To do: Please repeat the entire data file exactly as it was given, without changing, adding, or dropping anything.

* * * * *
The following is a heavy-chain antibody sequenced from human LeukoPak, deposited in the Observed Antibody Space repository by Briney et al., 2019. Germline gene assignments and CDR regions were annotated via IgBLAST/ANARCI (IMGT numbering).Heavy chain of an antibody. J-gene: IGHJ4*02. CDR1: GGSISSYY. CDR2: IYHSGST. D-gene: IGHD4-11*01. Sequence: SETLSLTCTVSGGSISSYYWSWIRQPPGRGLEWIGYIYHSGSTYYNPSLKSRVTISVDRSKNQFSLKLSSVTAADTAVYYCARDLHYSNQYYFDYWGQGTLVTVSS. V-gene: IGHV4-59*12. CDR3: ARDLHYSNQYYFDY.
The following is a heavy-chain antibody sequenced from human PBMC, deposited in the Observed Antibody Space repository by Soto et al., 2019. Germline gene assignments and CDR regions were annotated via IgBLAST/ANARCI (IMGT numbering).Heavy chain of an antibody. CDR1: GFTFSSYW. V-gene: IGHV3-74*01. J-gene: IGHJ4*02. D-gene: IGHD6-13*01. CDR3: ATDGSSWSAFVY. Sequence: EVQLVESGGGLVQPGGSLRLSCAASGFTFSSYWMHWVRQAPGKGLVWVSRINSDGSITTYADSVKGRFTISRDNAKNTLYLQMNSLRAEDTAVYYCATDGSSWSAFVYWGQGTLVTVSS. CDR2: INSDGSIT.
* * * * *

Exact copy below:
The following is a heavy-chain antibody sequenced from human LeukoPak, deposited in the Observed Antibody Space repository by Briney et al., 2019. Germline gene assignments and CDR regions were annotated via IgBLAST/ANARCI (IMGT numbering).Heavy chain of an antibody. J-gene: IGHJ4*02. CDR1: GGSISSYY. CDR2: IYHSGST. D-gene: IGHD4-11*01. Sequence: SETLSLTCTVSGGSISSYYWSWIRQPPGRGLEWIGYIYHSGSTYYNPSLKSRVTISVDRSKNQFSLKLSSVTAADTAVYYCARDLHYSNQYYFDYWGQGTLVTVSS. V-gene: IGHV4-59*12. CDR3: ARDLHYSNQYYFDY.
The following is a heavy-chain antibody sequenced from human PBMC, deposited in the Observed Antibody Space repository by Soto et al., 2019. Germline gene assignments and CDR regions were annotated via IgBLAST/ANARCI (IMGT numbering).Heavy chain of an antibody. CDR1: GFTFSSYW. V-gene: IGHV3-74*01. J-gene: IGHJ4*02. D-gene: IGHD6-13*01. CDR3: ATDGSSWSAFVY. Sequence: EVQLVESGGGLVQPGGSLRLSCAASGFTFSSYWMHWVRQAPGKGLVWVSRINSDGSITTYADSVKGRFTISRDNAKNTLYLQMNSLRAEDTAVYYCATDGSSWSAFVYWGQGTLVTVSS. CDR2: INSDGSIT.